1)  Build your portfolio to a risk tolerance that even if the market drops 20 or 30%, you will NOT freak out and will NOT stop investing.  That means you may have to have 30%, 50%, or even 70% of your money in the “safer” investments like government bond funds, or even cash.  A good rule of thumb is – whatever percent of your portfolio you have in the stock market – that is the percent that it will go down when the market corrects. So – if the market drops 20% (which it does every 3 years) – and 50% of your money is in stock funds – then your portfolio will drop by about 10%. (50% of 20% is 10%.)  If you can hang through a drop like that – but no more – and keep investing, then that’s your risk tolerance threshold (limit).  If your personal limit is more like 20%, you can build your portfolio more aggressively – like 70% stock funds, or maybe even a little bit more.  With 10 or 12 years to retirement, you’ve got plenty of time to make it up, so you can afford to be more aggressive.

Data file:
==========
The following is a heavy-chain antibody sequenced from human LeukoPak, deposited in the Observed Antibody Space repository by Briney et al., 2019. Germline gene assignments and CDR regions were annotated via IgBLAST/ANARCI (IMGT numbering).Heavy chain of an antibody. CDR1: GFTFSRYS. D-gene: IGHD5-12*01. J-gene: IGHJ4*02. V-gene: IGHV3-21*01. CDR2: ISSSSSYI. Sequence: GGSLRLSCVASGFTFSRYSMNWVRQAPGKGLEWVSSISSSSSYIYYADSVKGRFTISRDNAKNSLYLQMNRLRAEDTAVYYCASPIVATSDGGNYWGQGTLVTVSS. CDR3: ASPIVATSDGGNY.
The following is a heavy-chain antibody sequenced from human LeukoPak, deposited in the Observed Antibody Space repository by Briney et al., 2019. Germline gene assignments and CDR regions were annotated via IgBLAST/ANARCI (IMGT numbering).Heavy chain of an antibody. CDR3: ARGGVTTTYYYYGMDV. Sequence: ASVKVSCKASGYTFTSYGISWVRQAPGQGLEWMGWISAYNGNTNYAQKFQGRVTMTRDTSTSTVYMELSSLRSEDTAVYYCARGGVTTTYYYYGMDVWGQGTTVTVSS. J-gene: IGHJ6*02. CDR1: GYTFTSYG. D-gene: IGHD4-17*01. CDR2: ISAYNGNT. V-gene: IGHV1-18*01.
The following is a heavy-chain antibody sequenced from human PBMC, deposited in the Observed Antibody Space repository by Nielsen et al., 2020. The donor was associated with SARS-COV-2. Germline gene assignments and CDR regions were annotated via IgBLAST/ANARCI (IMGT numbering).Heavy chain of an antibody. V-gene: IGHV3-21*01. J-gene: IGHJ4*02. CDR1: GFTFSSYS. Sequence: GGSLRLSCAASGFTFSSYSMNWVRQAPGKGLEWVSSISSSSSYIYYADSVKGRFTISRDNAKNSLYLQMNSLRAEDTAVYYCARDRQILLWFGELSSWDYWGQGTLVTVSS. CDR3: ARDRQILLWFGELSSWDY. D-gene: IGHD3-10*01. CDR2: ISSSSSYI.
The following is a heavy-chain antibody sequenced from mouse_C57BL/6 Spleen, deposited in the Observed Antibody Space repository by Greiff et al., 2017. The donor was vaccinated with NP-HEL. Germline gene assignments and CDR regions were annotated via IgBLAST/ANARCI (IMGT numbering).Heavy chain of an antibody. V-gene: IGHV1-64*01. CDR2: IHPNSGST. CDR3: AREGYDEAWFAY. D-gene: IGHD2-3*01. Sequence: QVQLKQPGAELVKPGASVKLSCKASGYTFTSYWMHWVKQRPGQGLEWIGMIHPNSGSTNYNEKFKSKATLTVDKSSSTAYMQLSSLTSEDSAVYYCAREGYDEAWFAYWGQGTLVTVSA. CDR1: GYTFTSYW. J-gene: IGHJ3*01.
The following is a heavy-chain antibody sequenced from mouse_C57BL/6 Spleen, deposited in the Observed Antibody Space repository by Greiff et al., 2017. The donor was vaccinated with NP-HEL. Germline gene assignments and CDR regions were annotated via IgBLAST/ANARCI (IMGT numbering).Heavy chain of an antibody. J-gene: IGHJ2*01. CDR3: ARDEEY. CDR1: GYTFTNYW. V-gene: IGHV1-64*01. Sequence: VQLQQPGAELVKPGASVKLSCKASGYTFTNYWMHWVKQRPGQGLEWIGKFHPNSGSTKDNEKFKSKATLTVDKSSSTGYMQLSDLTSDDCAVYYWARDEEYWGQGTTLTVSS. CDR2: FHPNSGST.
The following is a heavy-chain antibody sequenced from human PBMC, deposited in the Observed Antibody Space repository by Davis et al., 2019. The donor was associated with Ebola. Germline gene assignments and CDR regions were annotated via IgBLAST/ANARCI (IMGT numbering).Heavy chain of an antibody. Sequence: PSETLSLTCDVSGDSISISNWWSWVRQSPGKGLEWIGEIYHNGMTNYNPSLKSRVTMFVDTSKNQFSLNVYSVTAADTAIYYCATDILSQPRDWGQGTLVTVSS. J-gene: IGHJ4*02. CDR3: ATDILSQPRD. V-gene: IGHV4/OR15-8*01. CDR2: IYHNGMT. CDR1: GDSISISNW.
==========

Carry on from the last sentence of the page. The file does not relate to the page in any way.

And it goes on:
2) KEEP INVESTING.  When the market goes down – and your portfolio goes down – but you keep investing – you are buying up shares of the funds ON SALE.  If you see a sale at a store – you wouldn’t throw away everything you bought previously, would you?  Then why do people do this with stocks or mutual funds?  If they are on sale – buy more!! Keep buying over time – during that volatile period that I mentioned above – and when the steady bull markets DO come back (they will – we just don’t know when) then you will likely be extremely pleased with your investments.

This blog post is not personal investment, financial, or tax advice.  Please consult your financial professional for personal, specific information.  Indexes mentioned are a general barometer of the stock or bond market they represent.  You cannot invest directly in an index.  Past performance is no guarantee of future results.
Certified Financial Planner Board of Standards Inc. owns the certification marks CFP(R), CERTIFIED FINANCIAL PLANNER(tm) and federally registered CFP (with flame logo) in the U.S., which it awards to individuals who successfully complete CFP Board’s initial and ongoing certification requirements.

Investment advisory services offered by Paragon Wealth Strategies LLC, a registered investment adviser. http://www.WealthGuards.com

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So I’ve Been Saving…Now What?

4 04 2011

 Michael Carignan, CFP®, CRPC®